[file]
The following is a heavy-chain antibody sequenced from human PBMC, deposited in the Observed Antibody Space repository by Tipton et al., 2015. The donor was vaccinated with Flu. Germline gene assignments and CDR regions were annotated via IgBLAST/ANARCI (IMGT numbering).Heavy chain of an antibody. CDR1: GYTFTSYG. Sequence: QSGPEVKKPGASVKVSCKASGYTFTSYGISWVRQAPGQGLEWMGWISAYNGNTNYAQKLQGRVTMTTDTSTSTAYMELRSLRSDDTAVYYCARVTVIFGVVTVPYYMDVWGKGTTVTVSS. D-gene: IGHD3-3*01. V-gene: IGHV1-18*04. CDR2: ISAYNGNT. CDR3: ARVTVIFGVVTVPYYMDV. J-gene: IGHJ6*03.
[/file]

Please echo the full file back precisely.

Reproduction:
The following is a heavy-chain antibody sequenced from human PBMC, deposited in the Observed Antibody Space repository by Tipton et al., 2015. The donor was vaccinated with Flu. Germline gene assignments and CDR regions were annotated via IgBLAST/ANARCI (IMGT numbering).Heavy chain of an antibody. CDR1: GYTFTSYG. Sequence: QSGPEVKKPGASVKVSCKASGYTFTSYGISWVRQAPGQGLEWMGWISAYNGNTNYAQKLQGRVTMTTDTSTSTAYMELRSLRSDDTAVYYCARVTVIFGVVTVPYYMDVWGKGTTVTVSS. D-gene: IGHD3-3*01. V-gene: IGHV1-18*04. CDR2: ISAYNGNT. CDR3: ARVTVIFGVVTVPYYMDV. J-gene: IGHJ6*03.